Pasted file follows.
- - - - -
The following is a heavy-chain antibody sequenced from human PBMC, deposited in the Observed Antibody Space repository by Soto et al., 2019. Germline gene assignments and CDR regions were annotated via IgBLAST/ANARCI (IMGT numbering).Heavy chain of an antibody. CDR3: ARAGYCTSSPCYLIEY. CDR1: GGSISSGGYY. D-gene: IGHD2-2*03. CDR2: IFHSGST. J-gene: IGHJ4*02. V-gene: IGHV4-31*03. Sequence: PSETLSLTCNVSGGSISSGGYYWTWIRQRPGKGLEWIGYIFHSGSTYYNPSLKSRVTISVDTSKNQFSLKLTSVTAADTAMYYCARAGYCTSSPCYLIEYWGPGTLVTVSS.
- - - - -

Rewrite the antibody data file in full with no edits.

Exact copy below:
The following is a heavy-chain antibody sequenced from human PBMC, deposited in the Observed Antibody Space repository by Soto et al., 2019. Germline gene assignments and CDR regions were annotated via IgBLAST/ANARCI (IMGT numbering).Heavy chain of an antibody. CDR3: ARAGYCTSSPCYLIEY. CDR1: GGSISSGGYY. D-gene: IGHD2-2*03. CDR2: IFHSGST. J-gene: IGHJ4*02. V-gene: IGHV4-31*03. Sequence: PSETLSLTCNVSGGSISSGGYYWTWIRQRPGKGLEWIGYIFHSGSTYYNPSLKSRVTISVDTSKNQFSLKLTSVTAADTAMYYCARAGYCTSSPCYLIEYWGPGTLVTVSS.